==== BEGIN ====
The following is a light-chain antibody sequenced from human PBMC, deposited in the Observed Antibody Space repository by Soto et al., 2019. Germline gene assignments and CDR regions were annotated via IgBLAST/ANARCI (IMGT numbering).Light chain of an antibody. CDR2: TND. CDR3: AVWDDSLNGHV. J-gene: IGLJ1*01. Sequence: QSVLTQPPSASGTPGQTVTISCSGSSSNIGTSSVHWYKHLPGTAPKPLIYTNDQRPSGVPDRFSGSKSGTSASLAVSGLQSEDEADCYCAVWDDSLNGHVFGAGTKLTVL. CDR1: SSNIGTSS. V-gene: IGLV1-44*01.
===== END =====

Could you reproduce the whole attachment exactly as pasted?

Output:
The following is a light-chain antibody sequenced from human PBMC, deposited in the Observed Antibody Space repository by Soto et al., 2019. Germline gene assignments and CDR regions were annotated via IgBLAST/ANARCI (IMGT numbering).Light chain of an antibody. CDR2: TND. CDR3: AVWDDSLNGHV. J-gene: IGLJ1*01. Sequence: QSVLTQPPSASGTPGQTVTISCSGSSSNIGTSSVHWYKHLPGTAPKPLIYTNDQRPSGVPDRFSGSKSGTSASLAVSGLQSEDEADCYCAVWDDSLNGHVFGAGTKLTVL. CDR1: SSNIGTSS. V-gene: IGLV1-44*01.